Roughly coinciding with this year’s crop of M.F.A. thesis exhibitions at New York’s art schools, this teasing show is an apparent attempt to pull the rug from under the whole enterprise of serious art “education”—or at least to cast playful doubt on its ingrained attitudes, structures and methods.
The Bruce High Quality Foundation, as readers familiar with recent public projects by umbrella organization Creative Time may be aware, is a shadowy artist collective espousing a credo of strategic amateurism, aimed at subverting the dominant pedagogy that its members regard as stultifyingly market-driven. The BHQF’s own “university,” by contrast, is a loose-knit (perhaps wholly fictional) institution that promises to impart useful know-how in “metaphor manipulation” and “occult shenanigans,” rather than How to Deal with Your Dealer 101.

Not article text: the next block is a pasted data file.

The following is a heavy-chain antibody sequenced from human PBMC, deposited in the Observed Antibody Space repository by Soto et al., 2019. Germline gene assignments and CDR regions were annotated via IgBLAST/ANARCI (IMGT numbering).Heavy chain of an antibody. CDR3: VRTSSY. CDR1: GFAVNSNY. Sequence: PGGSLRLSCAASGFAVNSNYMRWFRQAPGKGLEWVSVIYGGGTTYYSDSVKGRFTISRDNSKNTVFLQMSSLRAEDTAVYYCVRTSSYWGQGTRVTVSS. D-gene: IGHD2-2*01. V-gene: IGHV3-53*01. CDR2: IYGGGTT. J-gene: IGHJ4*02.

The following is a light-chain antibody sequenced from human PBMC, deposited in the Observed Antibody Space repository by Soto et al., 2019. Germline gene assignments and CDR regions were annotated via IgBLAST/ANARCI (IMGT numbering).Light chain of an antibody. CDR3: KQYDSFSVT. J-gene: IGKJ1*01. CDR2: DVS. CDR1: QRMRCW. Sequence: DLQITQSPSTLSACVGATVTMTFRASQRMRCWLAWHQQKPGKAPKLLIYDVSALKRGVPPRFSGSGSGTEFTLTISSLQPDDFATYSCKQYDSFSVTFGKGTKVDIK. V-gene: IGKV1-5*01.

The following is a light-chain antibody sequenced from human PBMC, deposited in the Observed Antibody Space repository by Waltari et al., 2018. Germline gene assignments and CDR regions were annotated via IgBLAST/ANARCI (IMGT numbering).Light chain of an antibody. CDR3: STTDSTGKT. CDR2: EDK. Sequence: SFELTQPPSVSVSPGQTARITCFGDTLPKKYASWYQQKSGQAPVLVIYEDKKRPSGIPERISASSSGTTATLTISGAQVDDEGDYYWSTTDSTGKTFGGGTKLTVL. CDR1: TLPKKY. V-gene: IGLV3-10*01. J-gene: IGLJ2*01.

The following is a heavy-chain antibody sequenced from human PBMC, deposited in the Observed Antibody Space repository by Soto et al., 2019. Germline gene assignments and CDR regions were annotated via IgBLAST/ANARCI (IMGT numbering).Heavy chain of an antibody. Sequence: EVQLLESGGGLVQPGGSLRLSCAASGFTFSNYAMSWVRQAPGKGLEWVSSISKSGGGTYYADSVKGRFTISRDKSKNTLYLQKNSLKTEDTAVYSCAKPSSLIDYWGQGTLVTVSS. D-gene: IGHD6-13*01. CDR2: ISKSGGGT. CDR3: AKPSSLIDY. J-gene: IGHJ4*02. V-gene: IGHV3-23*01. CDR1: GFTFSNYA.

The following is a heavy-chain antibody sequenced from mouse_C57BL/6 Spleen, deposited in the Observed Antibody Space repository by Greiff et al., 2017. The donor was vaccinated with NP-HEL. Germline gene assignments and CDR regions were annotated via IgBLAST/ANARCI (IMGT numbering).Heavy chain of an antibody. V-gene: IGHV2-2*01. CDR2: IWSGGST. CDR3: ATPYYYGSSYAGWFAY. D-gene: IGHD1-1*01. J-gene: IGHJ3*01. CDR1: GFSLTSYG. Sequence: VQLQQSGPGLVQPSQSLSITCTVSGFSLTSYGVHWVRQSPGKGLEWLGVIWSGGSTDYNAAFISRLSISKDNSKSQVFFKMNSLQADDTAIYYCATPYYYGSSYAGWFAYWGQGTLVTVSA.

The end of the university’s first “semester” (ironic quotation marks may be assumed to enclose everything here) is represented mostly by a selection of sculptures in the form of chalkboards. Scrawled with knowing aphorisms, these are also accessorized with sundry “retirables”—found objects ranging from examples of John Dewey’s writings on education and L. Ron Hubbard’s Dianetics to plastic figurines and party poppers. In What Happens in the Art World Stays in the Art World, a noose is set swinging by an electric massager, while the theme from 2001: A Space Odyssey emanates from a polyhedral capsule in the center of the room. Such heterogeneity aside, in-jokes and self-references are the true mediums here, and their results edify and alienate in equal measure.